The NBA Draft is one of the most exciting annual events in professional sports, especially in terms of non-competition buzz. No other league’s fanbase enjoys the “other stuff” as much as the NBA and their following. Even the lottery system has become a fun, slightly more “fair” way to determine who receives what pick (while also eliminating the need to tank, since the probability of tanking into the first selection is much more unlikely now). Perhaps the draft is thrilling due to the limited number of draft slots (60) and incredible amount of uncertainty surrounding these prospects. Very seldom do “sure things” appear, and they usually go first when identified (Anthony Davis, Karl Anthony-Towns, John Wall, etc.). While teams are generally pretty successful, there are still flaws in the overall approach. Excluding the last three years (due to freshness in the league), an All-Star has been selected tenth or later in every draft since 2000. With so many possibilities swirling, why aren’t more folks talking about Trey Murphy as a lottery selection and potential star in the NBA?
For starters, most folks don’t understand the full timeline of Murphy’s growth and how we necessarily got to this point. As a skinny 6-foot-4 guard, the high school version of Murphy was still unbelievably impressive. He was the unquestioned best shooter in North Carolina (across all active classes at the time) but still didn’t receive the appropriate attention from college coaches—even upon expanding his capabilities as a player. Sure, Murphy was underdeveloped physically, but to originally only hold offers from Army, Navy, Rice, Rider, Presbyterian, and Tennessee Tech simply never made sense. Fast-forward two years, through a five-inch growth spurt, twenty extra pounds of muscle, and two productive seasons at Rice, and every team in the country is vying for his commitment. After joining Virginia, Murphy only further solidified his status as an underrated NBA prospect.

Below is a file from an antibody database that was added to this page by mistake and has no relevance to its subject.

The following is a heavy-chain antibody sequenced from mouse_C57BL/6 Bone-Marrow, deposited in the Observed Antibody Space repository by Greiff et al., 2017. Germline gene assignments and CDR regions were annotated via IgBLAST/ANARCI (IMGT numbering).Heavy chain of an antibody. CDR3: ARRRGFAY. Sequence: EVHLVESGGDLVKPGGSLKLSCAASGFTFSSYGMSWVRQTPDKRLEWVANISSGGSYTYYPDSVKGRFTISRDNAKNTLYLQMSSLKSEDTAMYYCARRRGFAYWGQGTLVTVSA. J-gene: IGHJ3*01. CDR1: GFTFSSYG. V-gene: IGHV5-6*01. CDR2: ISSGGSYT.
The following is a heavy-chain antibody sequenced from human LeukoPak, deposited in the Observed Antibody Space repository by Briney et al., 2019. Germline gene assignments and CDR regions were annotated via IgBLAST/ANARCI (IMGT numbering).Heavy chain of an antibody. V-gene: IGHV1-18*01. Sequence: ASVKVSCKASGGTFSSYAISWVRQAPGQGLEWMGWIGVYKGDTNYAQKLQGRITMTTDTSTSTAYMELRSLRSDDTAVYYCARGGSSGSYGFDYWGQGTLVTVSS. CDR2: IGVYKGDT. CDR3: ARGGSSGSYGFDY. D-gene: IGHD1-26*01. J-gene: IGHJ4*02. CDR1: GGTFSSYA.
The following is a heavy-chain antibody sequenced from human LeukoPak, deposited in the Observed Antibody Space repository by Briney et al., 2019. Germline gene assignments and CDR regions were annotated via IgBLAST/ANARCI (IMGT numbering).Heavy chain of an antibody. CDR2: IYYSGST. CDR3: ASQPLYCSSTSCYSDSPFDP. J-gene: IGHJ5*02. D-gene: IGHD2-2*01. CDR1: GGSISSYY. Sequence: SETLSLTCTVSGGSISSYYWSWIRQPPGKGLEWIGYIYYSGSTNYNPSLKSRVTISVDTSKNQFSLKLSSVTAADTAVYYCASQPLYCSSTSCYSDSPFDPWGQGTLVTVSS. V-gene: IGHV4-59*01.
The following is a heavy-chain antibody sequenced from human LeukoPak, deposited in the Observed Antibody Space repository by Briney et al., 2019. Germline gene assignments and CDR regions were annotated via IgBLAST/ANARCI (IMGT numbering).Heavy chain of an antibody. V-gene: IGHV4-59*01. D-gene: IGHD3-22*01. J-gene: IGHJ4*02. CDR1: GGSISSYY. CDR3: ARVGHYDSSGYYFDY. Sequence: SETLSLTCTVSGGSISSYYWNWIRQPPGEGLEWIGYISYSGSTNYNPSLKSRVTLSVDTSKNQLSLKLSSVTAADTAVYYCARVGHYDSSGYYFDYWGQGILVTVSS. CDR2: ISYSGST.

Now, Murphy is widely projected to be selected outside of the lottery—which seems like another mistake where folks will ultimately kick themselves in the end. Although Corey Kispert has a lot of obvious appeal (specifically through his shooting), one could argue the projections for Murphy and Kispert should be flipped. On paper, the similarities are evident. Kispert’s per-game totals are slightly higher, but his role was much bigger for a Gonzaga team who emphasizes offense way more than Virginia. Murphy’s shooting splits of 50.3/43.3/92.7 actually compare nicely to that of Kispert’s percentages of 52.9/44.0/87.8. Again, Kispert’s role naturally led to more touches, shots, and higher overall usage. Their respective offensive and defensive ratings are close in comparison, which can also be said for their block percentage, steal percentage, turnover percentage, true shooting percentage, and basically everything else. So, with Murphy playing a harder schedule, undergoing massive physical changes, transitioning from Rice to Virginia (and only getting better), and being a year younger than Kispert…what are we even talking about? Murphy’s body, athleticism, and defensive upside should all be viewed as clear separators between him and any other high-level shooting threat in the draft. Whatever team calls his name on July 29 could receive unimaginable dividends.